By |2020-10-12T01:03:01+00:00April 24, 2019|IWPR|Comments Off on Assets for Equity: Building Wealth for Women in Central Ohio

Dreams Deferred: A Survey on the Impact of Intimate Partner Violence on Survivors’ Education, Careers, and Economic Security

This report examines the educational, career, and economic effects of intimate partner violence by presenting findings from a survey of 164 survivors developed by the Institute for Women’s Policy Research (IWPR) and administered at transitional housing programs, shelters, and other domestic violence programs in 11 states and the District of Columbia.

By |2020-09-08T15:00:35+00:00October 24, 2018|Report|0 Comments

Sexual Harassment and Assault at Work: Understanding the Costs

Through a review of the current literature on sexual harassment and assault, this briefing paper highlights how workplace sexual harassment and assault affect women’s economic advancement and security, and the costs of these harms to employers (including estimates of financial losses where available). It also provides recommendations for preventing sexual harassment and reducing the negative effects of harassment for individuals and workplaces.

Basic Economic Security in Wyoming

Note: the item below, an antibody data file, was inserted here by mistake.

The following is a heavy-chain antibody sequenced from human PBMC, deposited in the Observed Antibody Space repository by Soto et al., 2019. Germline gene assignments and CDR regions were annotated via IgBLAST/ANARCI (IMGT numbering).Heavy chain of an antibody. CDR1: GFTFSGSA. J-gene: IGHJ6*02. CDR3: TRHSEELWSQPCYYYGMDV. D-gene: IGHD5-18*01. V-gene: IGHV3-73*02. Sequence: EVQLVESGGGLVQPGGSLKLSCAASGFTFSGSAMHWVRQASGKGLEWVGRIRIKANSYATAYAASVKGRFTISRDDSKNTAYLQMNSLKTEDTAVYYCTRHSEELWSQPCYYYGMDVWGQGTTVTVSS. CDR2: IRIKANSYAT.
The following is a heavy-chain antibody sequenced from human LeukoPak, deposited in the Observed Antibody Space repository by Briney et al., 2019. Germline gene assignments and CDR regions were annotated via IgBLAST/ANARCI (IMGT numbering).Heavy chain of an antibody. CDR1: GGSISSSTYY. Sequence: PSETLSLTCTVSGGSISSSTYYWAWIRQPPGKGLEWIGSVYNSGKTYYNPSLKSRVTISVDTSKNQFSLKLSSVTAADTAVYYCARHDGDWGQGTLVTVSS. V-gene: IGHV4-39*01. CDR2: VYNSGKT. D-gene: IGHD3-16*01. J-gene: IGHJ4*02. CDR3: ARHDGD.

Economic security is a critical part of the overall health and well-being of Wyoming’s women, men, and children. To have economic security, working adults must have enough income to meet their basic monthly expenses—such as housing, food, transportation, and child care expenses—and save for emergencies and retirement.

By |2020-10-14T02:14:29+00:00September 1, 2018|IWPR|Comments Off on Basic Economic Security in Wyoming

Basic Economic Security in Washington

Economic security is a critical part of the overall health and well-being of Washington’s women, men, and children. To have economic security, working adults must have enough income to meet their basic monthly expenses—such as housing, food, transportation, and child care expenses—and save for emergencies and retirement.

By |2020-10-14T02:07:12+00:00September 1, 2018|IWPR|Comments Off on Basic Economic Security in Washington

Basic Economic Security in West Virginia

Economic security is a critical part of the overall health and well-being of West Virginia’s women, men, and children. To have economic security, working adults must have enough income to meet their basic monthly expenses—such as housing, food, transportation, and child care expenses—and save for emergencies and retirement.

By |2020-10-14T02:11:29+00:00September 1, 2018|IWPR|Comments Off on Basic Economic Security in West Virginia

Basic Economic Security in Wisconsin

Economic security is a critical part of the overall health and well-being of Wisconsin’s women, men, and children. To have economic security, working adults must have enough income to meet their basic monthly expenses—such as housing, food, transportation, and child care expenses—and save for emergencies and retirement.

By |2020-10-14T02:09:32+00:00September 1, 2018|IWPR|Comments Off on Basic Economic Security in Wisconsin